And in Westminster we need to accept that decisiveness is urgent to finally address our constitutional issues including the House or Lords, which I have been calling for my entire parliamentary career.

People throughout the UK will not stand for inertia from Whitehall and the House of Commons any longer.

This referendum has woken up political engagement in the UK and that is something to be celebrated, it’s absolutely vital that we take heed of that but it’s what all of Britain, regardless of political creed wants.

There is a strong case for the Committee Stage of English-only Bills to be scrutinised and amendments debated by English MPs only.  But it would be fatal to balkanise Westminster by creating first and second class MPs for votes on the floor of the Commons.  Otherwise only London MPs should decide on laws for London and so on, and crucially the Prime Minister would in practice be elected by English MPs alone since the PM would have to command a majority in the ‘England section’ of Westminster.  The solution is devolution in England coupled with a federal UK Parliament in which English MPs would as they do now dominate, comprising 80 per cent of all MPs.

Alex Salmond, you’re no Nelson Mandela – Scotland is free already

Telegraph, 12 September 2014

For anyone like me who waged the long and bitter fight against apartheid, hearing Alex Salmond rank it alongside his campaign for Scottish independence defies belief. Apartheid was one of the worst racial tyrannies the world has ever seen – it suppressed, imprisoned, tortured or killed opponents, and it stripped blacks of any shred of dignity, denying their common humanity.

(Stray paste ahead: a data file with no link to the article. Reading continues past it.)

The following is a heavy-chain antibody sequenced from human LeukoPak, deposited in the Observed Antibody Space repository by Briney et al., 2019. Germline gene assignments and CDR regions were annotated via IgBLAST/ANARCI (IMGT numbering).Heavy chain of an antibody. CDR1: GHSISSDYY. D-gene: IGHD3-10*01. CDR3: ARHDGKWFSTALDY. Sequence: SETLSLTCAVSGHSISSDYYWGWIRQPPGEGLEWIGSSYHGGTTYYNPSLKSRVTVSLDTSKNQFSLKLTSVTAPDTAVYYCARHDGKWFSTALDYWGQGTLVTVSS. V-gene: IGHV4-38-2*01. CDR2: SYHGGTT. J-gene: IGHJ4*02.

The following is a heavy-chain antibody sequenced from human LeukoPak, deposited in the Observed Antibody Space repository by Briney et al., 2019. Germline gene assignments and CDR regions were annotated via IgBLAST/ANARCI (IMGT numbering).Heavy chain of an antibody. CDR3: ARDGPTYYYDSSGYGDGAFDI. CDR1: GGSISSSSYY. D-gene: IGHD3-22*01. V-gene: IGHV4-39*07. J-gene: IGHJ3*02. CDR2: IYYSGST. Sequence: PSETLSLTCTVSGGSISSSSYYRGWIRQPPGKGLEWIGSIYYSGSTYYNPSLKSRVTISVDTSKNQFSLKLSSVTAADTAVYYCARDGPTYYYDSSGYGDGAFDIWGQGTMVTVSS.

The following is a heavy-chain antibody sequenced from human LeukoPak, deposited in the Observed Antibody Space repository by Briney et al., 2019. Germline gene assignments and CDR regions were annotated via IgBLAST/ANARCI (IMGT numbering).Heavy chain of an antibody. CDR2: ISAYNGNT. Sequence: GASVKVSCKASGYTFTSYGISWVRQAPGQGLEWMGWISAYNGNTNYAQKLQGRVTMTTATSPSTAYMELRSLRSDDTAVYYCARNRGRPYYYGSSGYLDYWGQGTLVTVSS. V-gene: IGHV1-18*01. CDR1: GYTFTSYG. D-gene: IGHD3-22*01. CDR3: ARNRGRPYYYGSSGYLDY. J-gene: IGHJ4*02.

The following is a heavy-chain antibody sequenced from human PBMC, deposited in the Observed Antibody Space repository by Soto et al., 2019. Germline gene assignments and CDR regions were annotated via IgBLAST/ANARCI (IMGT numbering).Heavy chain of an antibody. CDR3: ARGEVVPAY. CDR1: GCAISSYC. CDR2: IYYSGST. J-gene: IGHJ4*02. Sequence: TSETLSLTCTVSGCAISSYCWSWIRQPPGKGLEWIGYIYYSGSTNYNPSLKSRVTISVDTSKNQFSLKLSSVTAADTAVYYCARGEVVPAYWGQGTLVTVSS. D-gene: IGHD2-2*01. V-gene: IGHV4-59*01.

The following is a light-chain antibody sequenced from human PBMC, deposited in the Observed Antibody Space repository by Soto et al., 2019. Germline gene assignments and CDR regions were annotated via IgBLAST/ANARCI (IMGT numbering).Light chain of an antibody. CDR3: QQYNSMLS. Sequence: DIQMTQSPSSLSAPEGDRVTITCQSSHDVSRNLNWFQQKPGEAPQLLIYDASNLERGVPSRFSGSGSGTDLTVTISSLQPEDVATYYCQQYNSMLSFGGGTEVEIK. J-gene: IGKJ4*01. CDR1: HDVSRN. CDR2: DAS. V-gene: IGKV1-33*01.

Scotland is part of a UK democracy where human rights are deeply entrenched. It has almost complete self-government – and has been promised still more. I quite understand why Salmond contrives to present his campaign as a battle against the perfidious English, he as the “Braveheart” liberating his people from London’s dastardly despotism. Doubtless one of his spin doctors will soon invoke him as a Nelson Mandela-like freedom warrior.

All that neatly diverts attention from both the paucity of the separatist case and its deeply flawed expectations. A separated Scotland will be weaker not stronger, a tiny isolated nation rather than part of a world power, poorer not richer, its currency in the lap of the gods, its status uncertain.

Maybe still in Nato, but no longer with a voice through the UK on the United Nations Security Council. Maybe admitted back into Europe, but probably not. Maybe still with the Queen as Head of State, but her Balmoral estate now in a foreign country – possibly no longer such a favoured destination.

Where Nelson Mandela was demanding his African people take their rightful place at the centre of power, Alex Salmond seeks to withdraw his people to the margins of it.

But when he commented that a long queue to register to vote in the referendum was “almost reminiscent of scenes in South Africa from 20 years ago when people queued up to vote in the first free election”, that wasn’t just fanciful and absurd, historically and politically – it was downright insulting.

I was a British parliamentary observer on that historic Wednesday morning, April 27, 1994, driven at dawn to Soweto, near Nelson Mandela’s old home, gold mine dumps looming in the early mist.

Arriving at our first polling station half an hour before it was due to open, there were already thousands queuing up, their mood calm and expectant. More were streaming in out of the morning haze as the sun rose.